What is Galvanised Steel?
Galvanised Steel is the process where a zinc coating is added throughout the body of a steel product. This process is called Galvanisation and protects the steel from corrosion and rusting. Galvanised Steel has a longer life durability compared tonon-galvanised steel due to the zinc components.
When zinc and steel make contact a chemical reaction occurs, the zinc bonds onto the surface of the steel producing a protective layer to the steel.
The process was first developed in England in 1837 where a sheet of steel was dipped in a molten zinc bath. This process is now called hot dip galvanisation.
Hot dip galvanisation is where a steel sheet is dipped into a bath of hot molten. The molten zinc must be maintained at around 450 Degrees Celsius for the chemical reaction to take place. The sheet is then taken out of the molten into the natural atmosphere where zinc oxide is formed.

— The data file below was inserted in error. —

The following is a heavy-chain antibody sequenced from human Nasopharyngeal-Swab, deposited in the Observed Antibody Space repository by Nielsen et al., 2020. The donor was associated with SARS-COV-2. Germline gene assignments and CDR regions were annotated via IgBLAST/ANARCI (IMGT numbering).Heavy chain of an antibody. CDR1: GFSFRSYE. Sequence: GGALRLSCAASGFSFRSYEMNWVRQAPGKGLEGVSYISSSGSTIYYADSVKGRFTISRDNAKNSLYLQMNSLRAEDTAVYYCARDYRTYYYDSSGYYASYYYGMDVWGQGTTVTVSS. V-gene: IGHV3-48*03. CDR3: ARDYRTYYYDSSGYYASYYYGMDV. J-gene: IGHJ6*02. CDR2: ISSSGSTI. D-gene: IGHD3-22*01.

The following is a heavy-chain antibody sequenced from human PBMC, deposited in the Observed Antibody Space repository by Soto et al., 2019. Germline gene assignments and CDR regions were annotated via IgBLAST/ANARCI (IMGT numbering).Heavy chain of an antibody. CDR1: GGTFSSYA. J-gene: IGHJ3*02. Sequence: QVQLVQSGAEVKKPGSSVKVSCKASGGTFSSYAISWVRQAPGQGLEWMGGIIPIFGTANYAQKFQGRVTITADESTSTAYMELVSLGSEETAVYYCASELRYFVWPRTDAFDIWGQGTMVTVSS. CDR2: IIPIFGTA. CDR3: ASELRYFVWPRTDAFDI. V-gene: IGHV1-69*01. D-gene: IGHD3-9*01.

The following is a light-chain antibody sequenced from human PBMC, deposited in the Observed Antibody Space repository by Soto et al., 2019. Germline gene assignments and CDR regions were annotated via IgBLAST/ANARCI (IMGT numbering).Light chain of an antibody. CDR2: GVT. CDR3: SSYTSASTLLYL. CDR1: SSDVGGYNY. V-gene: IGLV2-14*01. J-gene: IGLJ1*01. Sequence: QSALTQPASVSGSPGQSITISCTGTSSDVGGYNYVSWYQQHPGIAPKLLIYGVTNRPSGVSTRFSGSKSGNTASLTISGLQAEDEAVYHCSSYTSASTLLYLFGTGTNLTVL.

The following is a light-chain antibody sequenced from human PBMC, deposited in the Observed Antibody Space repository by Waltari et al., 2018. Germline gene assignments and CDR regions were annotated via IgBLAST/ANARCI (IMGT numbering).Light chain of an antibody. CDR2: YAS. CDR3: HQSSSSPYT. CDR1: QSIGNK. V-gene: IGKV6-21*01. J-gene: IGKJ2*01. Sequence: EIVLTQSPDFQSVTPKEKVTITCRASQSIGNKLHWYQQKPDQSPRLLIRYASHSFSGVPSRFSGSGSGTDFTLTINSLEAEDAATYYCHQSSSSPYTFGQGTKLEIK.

Other processes are also used to produced Galvanised Steel, but these are not so popular.
- Zinc metal spray – a plasma flame gun is used to spray zinc powder onto a steel sheet.
- Zinc electroplating – a steel sheet is dipped into zinc ion and an electric current is passed through.
- Sherardizing – in this method the steel sheet itself is heated. Rather than dipping into hot molten the steel sheet is then placed into cool zinc powder.
- Mechanical plating – zinc powder, glass beads and a special reducing agent are coated onto the steel sheet, this process bonds zinc onto the steels surface
Galvanised Steel is mainly used to construct or repair large steel structures. This is due to low maintenance, repair costs and durability.